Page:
- The Washington Times - Monday, January 27, 2003

If your mailbox is flooded with credit-card bills reminders that perhaps you overspent at Christmas take heart. There are strategies you can adopt to pay them down and get on a path to fewer holiday debt hangovers in the future.
It may seem obvious, but the first thing you need to do is to stop charging, said Joel Greenberg, chairman of the Association of Independent Consumer Credit Counseling Agencies, based in Fairfax.
"You need to get on a cash basis so you're not accumulating more and more debt," Mr. Greenberg said.
The next step is to figure out where you are financially so that you can decide how much you can allocate to debt payments each month. That generally requires a budget that accounts for all your income and expenses.
"We suggest that people walk around with a book and, every time they spend something, they write it down," said Mr. Greenberg, who also heads Garden State Consumer Credit Counseling in Freehold, N.J. "At the end of the month, you put your spending into categories like housing, transportation, meals out. That will be a great start."
The result is that you can begin identifying areas where you can cut back on spending so you can free up more to get your credit-card bills in hand.
Some people can do it on their own, but others may find they need professional help.
"There's always a lull in December when people are pressured buying gifts and dealing with the obligations at Christmas," Mr. Greenberg said. "Come January, the bills arriving get people's attention and they seek help."
AICCA member agencies can be reached by calling 800/450-1794 or via the group's Web site at www.aicca.org.
David and Linda Schrock of Appomattox, Va., sought professional advice to deal with debt they accumulated for the weddings of three children and the expenses of building a new home.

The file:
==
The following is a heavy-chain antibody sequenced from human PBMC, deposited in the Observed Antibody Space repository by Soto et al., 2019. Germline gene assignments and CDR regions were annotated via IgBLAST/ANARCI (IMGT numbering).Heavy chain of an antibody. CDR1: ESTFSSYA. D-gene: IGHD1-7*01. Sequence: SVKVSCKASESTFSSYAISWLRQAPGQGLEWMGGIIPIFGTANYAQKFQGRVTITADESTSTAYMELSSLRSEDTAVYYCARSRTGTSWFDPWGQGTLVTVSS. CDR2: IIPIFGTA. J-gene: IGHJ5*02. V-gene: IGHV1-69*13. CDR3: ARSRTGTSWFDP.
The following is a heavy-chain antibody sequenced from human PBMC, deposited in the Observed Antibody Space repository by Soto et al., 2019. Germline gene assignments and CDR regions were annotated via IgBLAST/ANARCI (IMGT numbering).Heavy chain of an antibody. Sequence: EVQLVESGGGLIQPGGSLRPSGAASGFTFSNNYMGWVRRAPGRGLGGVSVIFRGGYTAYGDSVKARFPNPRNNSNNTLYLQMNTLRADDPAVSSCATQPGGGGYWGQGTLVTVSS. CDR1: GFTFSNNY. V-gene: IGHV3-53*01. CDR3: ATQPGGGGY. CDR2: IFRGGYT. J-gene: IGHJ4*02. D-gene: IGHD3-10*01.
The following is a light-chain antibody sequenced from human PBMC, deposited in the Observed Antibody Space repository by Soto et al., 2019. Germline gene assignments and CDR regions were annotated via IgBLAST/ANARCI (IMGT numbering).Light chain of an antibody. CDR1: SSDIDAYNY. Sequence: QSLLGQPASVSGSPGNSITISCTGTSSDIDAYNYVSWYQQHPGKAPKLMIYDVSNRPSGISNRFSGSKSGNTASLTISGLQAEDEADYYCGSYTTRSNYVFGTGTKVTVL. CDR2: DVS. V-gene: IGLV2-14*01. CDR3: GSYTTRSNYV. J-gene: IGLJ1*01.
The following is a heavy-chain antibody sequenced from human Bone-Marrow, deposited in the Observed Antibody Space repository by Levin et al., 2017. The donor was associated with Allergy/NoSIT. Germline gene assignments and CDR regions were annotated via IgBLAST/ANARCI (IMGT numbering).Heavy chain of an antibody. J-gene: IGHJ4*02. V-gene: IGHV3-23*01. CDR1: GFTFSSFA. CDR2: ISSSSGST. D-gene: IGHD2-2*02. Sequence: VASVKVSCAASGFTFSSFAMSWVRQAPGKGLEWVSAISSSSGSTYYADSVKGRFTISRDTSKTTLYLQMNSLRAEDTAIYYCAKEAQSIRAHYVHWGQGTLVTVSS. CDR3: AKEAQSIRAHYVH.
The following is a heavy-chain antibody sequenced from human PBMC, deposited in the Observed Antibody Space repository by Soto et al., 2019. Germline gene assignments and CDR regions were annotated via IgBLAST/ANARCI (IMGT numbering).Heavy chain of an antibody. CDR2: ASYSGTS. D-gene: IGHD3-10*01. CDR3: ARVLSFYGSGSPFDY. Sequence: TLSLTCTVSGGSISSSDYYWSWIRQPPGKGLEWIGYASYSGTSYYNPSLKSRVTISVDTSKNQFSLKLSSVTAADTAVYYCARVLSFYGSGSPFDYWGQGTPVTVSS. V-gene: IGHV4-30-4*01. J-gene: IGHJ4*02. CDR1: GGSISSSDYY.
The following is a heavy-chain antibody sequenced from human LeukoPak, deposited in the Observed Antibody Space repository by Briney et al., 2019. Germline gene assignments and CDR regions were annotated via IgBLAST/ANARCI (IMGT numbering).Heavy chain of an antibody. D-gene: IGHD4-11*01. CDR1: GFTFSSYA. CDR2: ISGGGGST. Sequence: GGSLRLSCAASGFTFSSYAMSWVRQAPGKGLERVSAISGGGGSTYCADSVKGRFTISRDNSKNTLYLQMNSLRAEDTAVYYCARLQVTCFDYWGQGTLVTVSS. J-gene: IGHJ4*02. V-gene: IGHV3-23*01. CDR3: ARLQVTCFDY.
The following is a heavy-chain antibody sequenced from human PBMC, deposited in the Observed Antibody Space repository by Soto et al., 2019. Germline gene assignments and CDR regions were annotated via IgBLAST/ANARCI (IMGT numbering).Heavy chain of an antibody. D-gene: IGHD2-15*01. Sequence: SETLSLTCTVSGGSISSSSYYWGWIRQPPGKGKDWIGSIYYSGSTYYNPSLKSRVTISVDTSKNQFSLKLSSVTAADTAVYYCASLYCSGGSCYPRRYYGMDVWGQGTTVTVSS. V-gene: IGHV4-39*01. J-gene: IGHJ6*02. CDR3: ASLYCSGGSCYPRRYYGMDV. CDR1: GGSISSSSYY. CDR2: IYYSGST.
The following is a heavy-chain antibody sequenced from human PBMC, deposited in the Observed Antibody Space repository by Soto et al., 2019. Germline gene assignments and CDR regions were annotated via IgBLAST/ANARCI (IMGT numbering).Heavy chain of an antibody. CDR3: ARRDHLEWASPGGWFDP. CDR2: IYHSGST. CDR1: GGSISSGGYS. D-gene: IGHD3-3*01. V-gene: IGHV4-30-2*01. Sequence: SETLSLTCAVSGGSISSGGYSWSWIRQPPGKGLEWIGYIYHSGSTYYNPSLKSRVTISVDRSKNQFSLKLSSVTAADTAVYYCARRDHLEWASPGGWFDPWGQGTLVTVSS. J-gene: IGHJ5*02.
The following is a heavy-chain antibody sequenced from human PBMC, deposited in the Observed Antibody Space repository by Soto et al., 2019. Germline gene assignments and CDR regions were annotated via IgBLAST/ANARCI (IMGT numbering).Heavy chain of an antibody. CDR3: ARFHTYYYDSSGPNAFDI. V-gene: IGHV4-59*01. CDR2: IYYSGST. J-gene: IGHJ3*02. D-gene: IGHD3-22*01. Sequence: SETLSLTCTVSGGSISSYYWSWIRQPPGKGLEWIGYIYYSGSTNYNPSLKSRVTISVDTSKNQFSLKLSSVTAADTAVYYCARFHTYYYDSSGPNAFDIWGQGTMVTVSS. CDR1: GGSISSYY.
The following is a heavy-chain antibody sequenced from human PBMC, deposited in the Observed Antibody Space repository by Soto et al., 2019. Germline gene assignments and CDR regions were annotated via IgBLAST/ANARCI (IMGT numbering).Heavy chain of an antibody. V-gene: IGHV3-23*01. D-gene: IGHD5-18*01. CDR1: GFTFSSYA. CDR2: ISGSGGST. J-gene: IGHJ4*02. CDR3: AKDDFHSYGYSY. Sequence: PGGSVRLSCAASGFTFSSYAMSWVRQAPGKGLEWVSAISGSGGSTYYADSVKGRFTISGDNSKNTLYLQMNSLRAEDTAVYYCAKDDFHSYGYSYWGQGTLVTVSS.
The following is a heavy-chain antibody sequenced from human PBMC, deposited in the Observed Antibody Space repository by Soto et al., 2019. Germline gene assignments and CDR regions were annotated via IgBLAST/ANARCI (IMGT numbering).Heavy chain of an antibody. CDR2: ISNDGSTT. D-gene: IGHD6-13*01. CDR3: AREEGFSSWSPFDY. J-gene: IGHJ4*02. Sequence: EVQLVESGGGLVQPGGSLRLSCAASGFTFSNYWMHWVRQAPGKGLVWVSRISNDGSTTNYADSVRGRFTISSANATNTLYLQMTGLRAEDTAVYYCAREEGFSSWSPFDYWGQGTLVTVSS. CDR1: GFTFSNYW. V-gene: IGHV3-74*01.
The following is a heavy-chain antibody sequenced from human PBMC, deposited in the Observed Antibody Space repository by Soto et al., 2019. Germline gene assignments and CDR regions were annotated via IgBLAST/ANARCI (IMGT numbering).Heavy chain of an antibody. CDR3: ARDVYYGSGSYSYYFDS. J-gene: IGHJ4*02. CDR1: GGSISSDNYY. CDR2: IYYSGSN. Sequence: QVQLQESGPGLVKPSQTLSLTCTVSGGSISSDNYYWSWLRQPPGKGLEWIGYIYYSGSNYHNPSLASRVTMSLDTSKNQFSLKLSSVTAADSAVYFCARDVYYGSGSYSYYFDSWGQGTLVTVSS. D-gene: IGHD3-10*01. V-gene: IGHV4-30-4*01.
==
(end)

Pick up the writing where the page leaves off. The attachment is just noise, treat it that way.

"Certainly there were a number of Christmases over the years tied in there, too," Mr. Schrock said in an interview.
Mr. Schrock, 50, who operates a drywall finishing business, said he and his wife were handling their bills until he suffered a short-term business setback and credit-card companies began raising the interest rates on his balances, in some cases to 29 percent.
He said that advisers at the Cambridge Credit Counseling Corp. helped them negotiate better terms and a 4-year repayment schedule.
"Now when we go into a store, we hand them cash," Mr. Schrock said. "It really makes you think ahead at least two or three months, to plan what you're going to buy. With credit, you're always two to three months behind."
Chris Viale, general manager of Cambridge Credit in Agawam, Mass., said families who sign up for the agency's debt-management plans typically have balances on six to seven credit cards.
"Many are paying the minimum or $5 above the minimum each month," Mr. Viale said. "By focusing on the minimum, they're setting themselves up to spend years in debt."
The solution, he said, is to set your payments well above the minimum required.
"Say that all your minimum payments add up to $200," he said. "Go through your budgeting and figure out how you can pay double that, say $400. Stick to that amount month after month and the balances will start to go down a lot faster."
If, for example, you've got $7,000 outstanding on credit cards that charge 9 percent interest, it will take 14 years to pay off the balance with minimum payments starting at $210 a month. It will take just 19 months with regular monthly payments of $400.
Even while families are paying down their debt, they should begin building a savings account for emergencies, Mr. Viale added.
"If you don't think about building savings, you have to keep going back to credit for every little problem," he said.


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